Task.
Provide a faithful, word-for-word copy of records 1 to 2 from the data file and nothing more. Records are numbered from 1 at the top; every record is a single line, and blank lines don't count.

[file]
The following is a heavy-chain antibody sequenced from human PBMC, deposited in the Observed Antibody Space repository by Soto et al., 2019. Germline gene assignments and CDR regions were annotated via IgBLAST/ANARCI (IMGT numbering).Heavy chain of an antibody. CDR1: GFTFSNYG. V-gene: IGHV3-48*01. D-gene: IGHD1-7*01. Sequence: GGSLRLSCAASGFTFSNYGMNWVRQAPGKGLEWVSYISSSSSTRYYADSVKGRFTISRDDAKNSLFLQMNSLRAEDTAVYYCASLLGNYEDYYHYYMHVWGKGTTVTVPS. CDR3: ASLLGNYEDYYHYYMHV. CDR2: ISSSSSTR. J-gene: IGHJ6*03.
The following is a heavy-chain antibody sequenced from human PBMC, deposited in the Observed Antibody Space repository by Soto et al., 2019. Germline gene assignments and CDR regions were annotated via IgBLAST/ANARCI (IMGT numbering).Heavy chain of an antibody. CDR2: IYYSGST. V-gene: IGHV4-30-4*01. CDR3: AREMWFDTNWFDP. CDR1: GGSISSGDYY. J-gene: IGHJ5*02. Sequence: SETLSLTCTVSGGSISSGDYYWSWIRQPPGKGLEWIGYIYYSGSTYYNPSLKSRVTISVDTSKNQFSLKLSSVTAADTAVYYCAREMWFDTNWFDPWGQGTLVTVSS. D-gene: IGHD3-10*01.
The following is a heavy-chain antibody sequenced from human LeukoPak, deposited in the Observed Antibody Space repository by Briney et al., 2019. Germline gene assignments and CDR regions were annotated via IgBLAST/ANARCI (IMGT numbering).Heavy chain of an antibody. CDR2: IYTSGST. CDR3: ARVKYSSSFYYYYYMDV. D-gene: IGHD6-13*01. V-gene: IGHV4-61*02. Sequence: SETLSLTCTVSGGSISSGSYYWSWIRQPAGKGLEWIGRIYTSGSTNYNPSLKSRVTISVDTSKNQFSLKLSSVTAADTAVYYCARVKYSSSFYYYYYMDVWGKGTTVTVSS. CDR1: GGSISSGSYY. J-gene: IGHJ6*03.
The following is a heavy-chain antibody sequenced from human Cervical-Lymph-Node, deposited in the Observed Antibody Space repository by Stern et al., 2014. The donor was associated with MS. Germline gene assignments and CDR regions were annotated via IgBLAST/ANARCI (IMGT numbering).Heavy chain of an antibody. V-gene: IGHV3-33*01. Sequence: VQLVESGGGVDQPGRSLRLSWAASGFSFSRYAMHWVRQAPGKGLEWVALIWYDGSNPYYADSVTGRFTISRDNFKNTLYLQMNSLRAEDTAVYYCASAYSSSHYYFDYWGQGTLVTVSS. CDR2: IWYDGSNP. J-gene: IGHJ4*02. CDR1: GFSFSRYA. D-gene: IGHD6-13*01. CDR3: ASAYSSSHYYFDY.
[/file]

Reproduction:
The following is a heavy-chain antibody sequenced from human PBMC, deposited in the Observed Antibody Space repository by Soto et al., 2019. Germline gene assignments and CDR regions were annotated via IgBLAST/ANARCI (IMGT numbering).Heavy chain of an antibody. CDR1: GFTFSNYG. V-gene: IGHV3-48*01. D-gene: IGHD1-7*01. Sequence: GGSLRLSCAASGFTFSNYGMNWVRQAPGKGLEWVSYISSSSSTRYYADSVKGRFTISRDDAKNSLFLQMNSLRAEDTAVYYCASLLGNYEDYYHYYMHVWGKGTTVTVPS. CDR3: ASLLGNYEDYYHYYMHV. CDR2: ISSSSSTR. J-gene: IGHJ6*03.
The following is a heavy-chain antibody sequenced from human PBMC, deposited in the Observed Antibody Space repository by Soto et al., 2019. Germline gene assignments and CDR regions were annotated via IgBLAST/ANARCI (IMGT numbering).Heavy chain of an antibody. CDR2: IYYSGST. V-gene: IGHV4-30-4*01. CDR3: AREMWFDTNWFDP. CDR1: GGSISSGDYY. J-gene: IGHJ5*02. Sequence: SETLSLTCTVSGGSISSGDYYWSWIRQPPGKGLEWIGYIYYSGSTYYNPSLKSRVTISVDTSKNQFSLKLSSVTAADTAVYYCAREMWFDTNWFDPWGQGTLVTVSS. D-gene: IGHD3-10*01.